Elizabeth Sloane (Jessica Chastain) is one of the most powerful and successful lobbyists in Washington DC. When her major firm is approached to represent the gun lobby, Sloane defects to a smaller firm – that is going up against those who want firearms to be more easily accessible. Sloane’s attempt to battle the gun lobby opens her up to attacks about her professional conduct, while her personal life continues to be an empty void.
Rated: Miss Sloane is rated M is for coarse language and sex scene.
Audience: Miss Sloane is like House of Cards, without the intense level of nastiness. This behind-the-scenes political drama is also like All The President’s Men, Michael Clayton or Thank You For Smoking.
What’s Good: Jessica Chastain was nominated for the Best Actress Oscar this year. She throws herself into being ruthless, calculating Sloane and creates a reliable portrait of female determination. The supporting cast is excellent (Mark Strong, Michael Stuhlbarg, Alison Pill) if mostly relegated to one-dimensional roles. As the smart speeches and shrewd schemes in Washington form a complicated web around Sloane’s campaign, Miss Sloane offers a lot of meaty content to chew on. From ethical to relationship dilemmas, this political drama is stuffed with stuff to think about.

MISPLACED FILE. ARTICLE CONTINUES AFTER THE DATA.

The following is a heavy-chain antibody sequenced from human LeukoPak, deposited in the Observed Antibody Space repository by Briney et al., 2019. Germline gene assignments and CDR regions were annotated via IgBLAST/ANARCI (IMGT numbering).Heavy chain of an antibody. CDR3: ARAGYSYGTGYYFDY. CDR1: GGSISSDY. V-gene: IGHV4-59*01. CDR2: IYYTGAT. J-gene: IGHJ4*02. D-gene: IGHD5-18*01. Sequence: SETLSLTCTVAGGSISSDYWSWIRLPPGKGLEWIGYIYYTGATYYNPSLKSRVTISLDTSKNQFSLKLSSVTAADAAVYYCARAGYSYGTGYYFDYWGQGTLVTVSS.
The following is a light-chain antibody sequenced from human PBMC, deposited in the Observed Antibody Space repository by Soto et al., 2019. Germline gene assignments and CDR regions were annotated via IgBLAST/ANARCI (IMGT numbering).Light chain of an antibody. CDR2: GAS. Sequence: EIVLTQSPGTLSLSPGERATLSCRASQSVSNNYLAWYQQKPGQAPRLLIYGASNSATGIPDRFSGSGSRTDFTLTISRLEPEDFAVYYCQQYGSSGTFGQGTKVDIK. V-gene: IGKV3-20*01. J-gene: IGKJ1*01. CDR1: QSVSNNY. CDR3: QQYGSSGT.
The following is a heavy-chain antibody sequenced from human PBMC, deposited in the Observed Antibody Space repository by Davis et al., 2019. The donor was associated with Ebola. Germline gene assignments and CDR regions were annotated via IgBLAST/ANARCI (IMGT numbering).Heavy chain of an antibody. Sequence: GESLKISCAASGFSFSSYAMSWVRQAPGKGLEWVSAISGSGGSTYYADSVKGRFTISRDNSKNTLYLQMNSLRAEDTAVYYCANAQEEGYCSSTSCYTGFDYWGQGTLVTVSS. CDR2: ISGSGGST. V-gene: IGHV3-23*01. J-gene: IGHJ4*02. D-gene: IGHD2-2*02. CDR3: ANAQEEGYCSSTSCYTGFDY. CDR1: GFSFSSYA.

What’s Not: Miss Sloane can seem a bit too clever for its own good. While you don’t have to be able to keep up with the rapid dialogue to understand or enjoy what’s happening, the barrage of words and motivations can sometimes grind the plot to a halt – as well as the audience’s attention. The smart but showy finale is a good example of how Miss Sloane keeps reminding us of its proud attempts to shock and surprise. As it does that, some of the sting can go out of the character development and their relationships.
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Spiritually Speaking: This better-than-average political drama might have been created to be a cautionary tale about the cost of success. Elizabeth Sloane has consciously decided that her entire life will be devoted to being the best at her job, which means she exists to beat opponents and win, win, win. Such an approach isn’t endorsed by this movie, though; we see Elizabeth in various states of anxiety, sadness, loneliness and emptiness. Her involvement with a male prostitute demonstrates her desire to clinically control everything while being unable to destroy the deep desire for some intimacy. As we watch Elizabeth take on the gun lobby, one of Jesus’ most challenging statements about human existence screams into mind: “For what does it benefit a [person] to gain the whole world, and forfeit their soul?” (Mark 8:36) Is success worth so much that we are willing to sacrifice everything else, including our soul?
Release Date: Now showing